Thursday, January 17, 2013

O'Malley Propounds Funding Fracking Folly

Gov. Martin O'Malley has proposed funding the state's study of "fracking" for natural gas, ending a two-year legislative standoff over getting the industry to pay for it.

O'Malley included $1.5 million in his fiscal 2014 budget "to provide citizens, business leaders and policymakers the research and data they need to fully consider the potential economic and ecological impacts of natural gas extraction in Maryland," according to a summary of the spending plan released by the governor's office.

Of that, $1 million is to go to his "Marcellus Shale Safe Drilling Initiative," launched in 2011, in which a commission O'Malley appointed is studying the potential impacts of hydraulic fracturing, commonly called "fracking," in which large quantities of water, sand and chemicals are pumped deep into the ground to free up gas trapped in layers of shale. The other $500,000 is earmarked for gathering "baseline" data on groundwater, stream and air quality in western Maryland.
I have it on good authority that the study to examine baseline data on surface water and air quality in Western Maryland is already in the works.

The plan, at least from the democrats point of view is to study fracking to death.  Almost no mineral extraction in the United States is so widely practiced with so little apparent effect on the environment. Even the retiring administrator of the EPA has admitted they have not been able to detect ant effects of fracking on drinking water. It's unlikely any new study will find the smoking gun that all the other studies, and tens of thousands of well already fracked have missed.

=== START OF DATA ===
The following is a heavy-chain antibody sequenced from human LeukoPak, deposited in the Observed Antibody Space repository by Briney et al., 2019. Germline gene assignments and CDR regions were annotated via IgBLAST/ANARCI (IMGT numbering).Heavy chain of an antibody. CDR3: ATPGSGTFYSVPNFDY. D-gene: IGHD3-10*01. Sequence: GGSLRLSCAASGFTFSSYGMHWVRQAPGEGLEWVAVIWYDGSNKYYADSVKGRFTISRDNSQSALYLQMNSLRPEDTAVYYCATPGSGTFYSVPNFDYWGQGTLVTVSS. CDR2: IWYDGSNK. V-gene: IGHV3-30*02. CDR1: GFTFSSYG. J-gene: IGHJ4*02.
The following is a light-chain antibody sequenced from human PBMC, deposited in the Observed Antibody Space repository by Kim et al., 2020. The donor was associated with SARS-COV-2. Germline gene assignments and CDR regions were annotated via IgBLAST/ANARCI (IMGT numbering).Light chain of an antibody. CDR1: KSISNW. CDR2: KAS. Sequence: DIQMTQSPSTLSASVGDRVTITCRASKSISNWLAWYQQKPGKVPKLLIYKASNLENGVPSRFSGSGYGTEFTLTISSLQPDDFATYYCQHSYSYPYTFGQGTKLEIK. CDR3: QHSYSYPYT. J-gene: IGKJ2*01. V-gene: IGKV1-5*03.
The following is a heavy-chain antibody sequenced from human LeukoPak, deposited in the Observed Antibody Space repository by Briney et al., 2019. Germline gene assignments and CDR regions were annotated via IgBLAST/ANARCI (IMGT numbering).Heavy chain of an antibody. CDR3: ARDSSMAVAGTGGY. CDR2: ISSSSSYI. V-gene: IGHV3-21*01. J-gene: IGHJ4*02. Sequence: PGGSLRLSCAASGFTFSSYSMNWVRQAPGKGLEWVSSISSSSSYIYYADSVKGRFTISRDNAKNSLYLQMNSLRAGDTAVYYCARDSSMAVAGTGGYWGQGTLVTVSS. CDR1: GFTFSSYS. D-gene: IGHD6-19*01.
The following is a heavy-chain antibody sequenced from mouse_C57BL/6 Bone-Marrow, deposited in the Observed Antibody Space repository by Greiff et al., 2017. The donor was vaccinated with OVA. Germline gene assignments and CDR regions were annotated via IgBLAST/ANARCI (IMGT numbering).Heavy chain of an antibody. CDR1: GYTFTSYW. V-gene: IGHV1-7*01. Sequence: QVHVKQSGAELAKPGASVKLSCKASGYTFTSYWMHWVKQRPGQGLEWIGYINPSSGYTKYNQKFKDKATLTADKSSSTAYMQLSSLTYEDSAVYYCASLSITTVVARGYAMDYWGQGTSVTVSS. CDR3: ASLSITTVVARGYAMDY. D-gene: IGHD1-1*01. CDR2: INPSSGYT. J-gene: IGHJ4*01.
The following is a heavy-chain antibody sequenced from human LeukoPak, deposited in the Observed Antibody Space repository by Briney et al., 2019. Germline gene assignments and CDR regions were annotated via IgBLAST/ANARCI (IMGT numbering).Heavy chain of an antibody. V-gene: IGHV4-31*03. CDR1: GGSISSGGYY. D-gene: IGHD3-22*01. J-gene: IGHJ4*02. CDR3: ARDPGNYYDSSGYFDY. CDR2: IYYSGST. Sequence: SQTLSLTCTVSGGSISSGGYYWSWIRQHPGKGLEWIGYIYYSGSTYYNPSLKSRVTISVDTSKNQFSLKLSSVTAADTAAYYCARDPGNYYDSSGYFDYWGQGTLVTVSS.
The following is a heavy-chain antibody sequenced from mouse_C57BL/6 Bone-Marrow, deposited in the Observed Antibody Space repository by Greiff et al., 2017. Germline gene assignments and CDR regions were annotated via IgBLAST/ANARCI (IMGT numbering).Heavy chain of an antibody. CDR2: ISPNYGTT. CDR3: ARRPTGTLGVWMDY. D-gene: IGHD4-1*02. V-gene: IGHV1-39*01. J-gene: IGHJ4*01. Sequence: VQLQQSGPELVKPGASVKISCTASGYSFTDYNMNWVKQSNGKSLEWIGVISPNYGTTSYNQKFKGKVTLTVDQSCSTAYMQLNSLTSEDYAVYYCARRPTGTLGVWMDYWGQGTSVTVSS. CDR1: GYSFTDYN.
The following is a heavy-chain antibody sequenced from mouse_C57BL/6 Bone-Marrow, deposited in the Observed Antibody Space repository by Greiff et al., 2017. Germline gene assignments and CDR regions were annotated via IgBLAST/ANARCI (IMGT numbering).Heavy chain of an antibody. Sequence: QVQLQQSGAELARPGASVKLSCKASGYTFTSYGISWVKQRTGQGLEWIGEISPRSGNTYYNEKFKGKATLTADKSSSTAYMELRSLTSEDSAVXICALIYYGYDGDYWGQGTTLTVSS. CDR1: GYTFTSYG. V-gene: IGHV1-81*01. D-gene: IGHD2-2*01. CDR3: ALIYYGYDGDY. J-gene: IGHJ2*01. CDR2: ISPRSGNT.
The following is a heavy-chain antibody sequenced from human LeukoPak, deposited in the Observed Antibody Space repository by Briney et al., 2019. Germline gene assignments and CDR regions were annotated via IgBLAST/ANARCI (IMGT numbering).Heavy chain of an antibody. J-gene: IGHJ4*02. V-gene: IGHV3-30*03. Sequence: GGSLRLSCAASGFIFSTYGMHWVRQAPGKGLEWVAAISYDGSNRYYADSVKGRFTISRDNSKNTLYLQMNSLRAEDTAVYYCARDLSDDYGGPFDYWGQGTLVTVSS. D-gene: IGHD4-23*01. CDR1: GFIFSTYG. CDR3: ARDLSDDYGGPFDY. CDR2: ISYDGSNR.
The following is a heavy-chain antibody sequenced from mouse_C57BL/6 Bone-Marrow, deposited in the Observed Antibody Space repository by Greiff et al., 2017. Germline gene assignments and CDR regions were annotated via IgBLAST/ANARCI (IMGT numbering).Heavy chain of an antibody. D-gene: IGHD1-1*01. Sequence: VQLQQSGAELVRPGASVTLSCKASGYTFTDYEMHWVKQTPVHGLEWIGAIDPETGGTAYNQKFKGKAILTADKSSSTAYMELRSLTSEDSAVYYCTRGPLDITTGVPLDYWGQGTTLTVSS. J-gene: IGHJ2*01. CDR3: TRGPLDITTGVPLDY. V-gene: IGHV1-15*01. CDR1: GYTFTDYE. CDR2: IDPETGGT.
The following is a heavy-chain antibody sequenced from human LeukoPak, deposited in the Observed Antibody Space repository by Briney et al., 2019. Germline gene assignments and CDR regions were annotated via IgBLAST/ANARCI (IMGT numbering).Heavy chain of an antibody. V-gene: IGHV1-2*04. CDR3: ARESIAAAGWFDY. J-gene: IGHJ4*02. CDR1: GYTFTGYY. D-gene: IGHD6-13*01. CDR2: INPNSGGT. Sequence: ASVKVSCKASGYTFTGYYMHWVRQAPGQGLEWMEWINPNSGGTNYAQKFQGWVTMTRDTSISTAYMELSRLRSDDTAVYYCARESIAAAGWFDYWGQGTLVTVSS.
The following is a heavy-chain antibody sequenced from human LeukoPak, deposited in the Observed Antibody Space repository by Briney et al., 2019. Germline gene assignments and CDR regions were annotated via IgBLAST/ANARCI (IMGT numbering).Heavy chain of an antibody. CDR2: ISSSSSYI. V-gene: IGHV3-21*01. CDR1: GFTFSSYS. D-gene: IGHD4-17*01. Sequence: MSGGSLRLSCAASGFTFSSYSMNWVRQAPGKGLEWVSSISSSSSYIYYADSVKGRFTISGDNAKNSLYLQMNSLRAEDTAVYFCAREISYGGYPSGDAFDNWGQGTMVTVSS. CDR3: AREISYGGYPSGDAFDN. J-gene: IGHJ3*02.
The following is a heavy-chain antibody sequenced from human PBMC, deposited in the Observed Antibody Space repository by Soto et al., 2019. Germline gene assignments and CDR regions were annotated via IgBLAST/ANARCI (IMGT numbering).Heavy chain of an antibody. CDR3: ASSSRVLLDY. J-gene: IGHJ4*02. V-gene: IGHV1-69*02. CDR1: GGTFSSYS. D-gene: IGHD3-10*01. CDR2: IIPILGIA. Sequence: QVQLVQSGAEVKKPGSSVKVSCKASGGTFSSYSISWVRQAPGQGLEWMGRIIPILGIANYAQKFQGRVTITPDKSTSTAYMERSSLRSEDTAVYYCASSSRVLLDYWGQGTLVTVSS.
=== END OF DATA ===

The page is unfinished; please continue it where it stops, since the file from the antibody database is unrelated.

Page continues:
But, like Governor Cuomo of New York, O'Malley intends to hold it off with a new study, hoping to find some minor negative effect they can blow up into a major finding in the media, and shut down fracking in Maryland permanently, to the delight of the enviro-activist supporters. Even if it doesn't work and no deleterious effects are found, it will have stalled the process several years, and made the business environment in Maryland seem questionable to investors in fracking.  Mission Accomplished.

Honestly, I don't much care whether Maryland approves fracking or not, from an energy perspective.  We're a smallish, fairly urban state, and we don't need the money as bad as parts of Pennsylvania, for example.  If we don't extract it soon, it will always be there in the ground in reserve, when we need it worse and practicality finally wins out over zealotry.  But the dishonest and anti-scientific means used to discourage fracking irks me.

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